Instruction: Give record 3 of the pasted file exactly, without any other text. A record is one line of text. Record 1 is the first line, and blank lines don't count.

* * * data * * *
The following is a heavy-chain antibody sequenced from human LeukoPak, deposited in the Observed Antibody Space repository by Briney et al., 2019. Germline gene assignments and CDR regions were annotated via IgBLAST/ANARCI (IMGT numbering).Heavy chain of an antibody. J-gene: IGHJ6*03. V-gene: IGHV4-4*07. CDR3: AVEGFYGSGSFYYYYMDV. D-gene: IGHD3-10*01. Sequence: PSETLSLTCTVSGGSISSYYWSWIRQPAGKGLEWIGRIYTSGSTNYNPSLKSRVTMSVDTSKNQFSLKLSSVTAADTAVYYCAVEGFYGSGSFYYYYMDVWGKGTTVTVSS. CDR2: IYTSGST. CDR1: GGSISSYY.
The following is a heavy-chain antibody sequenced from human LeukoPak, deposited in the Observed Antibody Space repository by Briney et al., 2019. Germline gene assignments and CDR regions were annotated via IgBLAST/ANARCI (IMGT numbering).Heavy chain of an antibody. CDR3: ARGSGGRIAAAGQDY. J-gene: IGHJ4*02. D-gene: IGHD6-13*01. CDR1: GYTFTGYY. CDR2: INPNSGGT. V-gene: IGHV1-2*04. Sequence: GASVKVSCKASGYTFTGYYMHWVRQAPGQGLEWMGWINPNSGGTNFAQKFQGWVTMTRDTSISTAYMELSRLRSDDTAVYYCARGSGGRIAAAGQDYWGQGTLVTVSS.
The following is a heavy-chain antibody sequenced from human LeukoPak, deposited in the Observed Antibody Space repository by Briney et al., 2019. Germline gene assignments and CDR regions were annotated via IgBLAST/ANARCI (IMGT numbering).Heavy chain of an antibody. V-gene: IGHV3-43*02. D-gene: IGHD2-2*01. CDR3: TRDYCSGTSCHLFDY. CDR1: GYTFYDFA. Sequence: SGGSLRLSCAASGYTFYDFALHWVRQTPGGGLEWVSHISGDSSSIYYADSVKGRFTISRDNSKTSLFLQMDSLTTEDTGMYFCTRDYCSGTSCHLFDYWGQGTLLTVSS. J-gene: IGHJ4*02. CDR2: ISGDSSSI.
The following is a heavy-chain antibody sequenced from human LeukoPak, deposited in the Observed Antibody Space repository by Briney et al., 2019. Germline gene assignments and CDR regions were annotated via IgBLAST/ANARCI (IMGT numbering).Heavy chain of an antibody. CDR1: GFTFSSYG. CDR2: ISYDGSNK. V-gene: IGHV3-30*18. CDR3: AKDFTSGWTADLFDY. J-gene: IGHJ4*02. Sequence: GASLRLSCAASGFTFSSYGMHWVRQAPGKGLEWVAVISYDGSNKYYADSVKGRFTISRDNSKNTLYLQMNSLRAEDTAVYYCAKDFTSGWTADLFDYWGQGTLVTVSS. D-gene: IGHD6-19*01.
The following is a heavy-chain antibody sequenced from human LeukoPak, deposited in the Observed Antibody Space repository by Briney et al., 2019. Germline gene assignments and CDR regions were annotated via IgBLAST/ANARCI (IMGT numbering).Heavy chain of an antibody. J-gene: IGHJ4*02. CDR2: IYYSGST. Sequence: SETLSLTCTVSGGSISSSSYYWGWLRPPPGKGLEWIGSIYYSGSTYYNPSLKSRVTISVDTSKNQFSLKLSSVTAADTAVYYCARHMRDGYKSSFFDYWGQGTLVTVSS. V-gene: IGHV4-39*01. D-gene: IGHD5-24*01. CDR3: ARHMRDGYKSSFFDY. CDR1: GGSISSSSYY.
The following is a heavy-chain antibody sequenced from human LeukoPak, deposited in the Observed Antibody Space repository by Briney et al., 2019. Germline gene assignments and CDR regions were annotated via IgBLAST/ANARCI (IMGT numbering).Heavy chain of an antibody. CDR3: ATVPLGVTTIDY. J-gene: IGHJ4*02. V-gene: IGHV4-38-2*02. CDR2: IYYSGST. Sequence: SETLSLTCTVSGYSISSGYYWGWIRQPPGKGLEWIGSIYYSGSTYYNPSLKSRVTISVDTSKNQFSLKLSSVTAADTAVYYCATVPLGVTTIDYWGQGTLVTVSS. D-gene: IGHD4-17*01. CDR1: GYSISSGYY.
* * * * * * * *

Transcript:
The following is a heavy-chain antibody sequenced from human LeukoPak, deposited in the Observed Antibody Space repository by Briney et al., 2019. Germline gene assignments and CDR regions were annotated via IgBLAST/ANARCI (IMGT numbering).Heavy chain of an antibody. V-gene: IGHV3-43*02. D-gene: IGHD2-2*01. CDR3: TRDYCSGTSCHLFDY. CDR1: GYTFYDFA. Sequence: SGGSLRLSCAASGYTFYDFALHWVRQTPGGGLEWVSHISGDSSSIYYADSVKGRFTISRDNSKTSLFLQMDSLTTEDTGMYFCTRDYCSGTSCHLFDYWGQGTLLTVSS. J-gene: IGHJ4*02. CDR2: ISGDSSSI.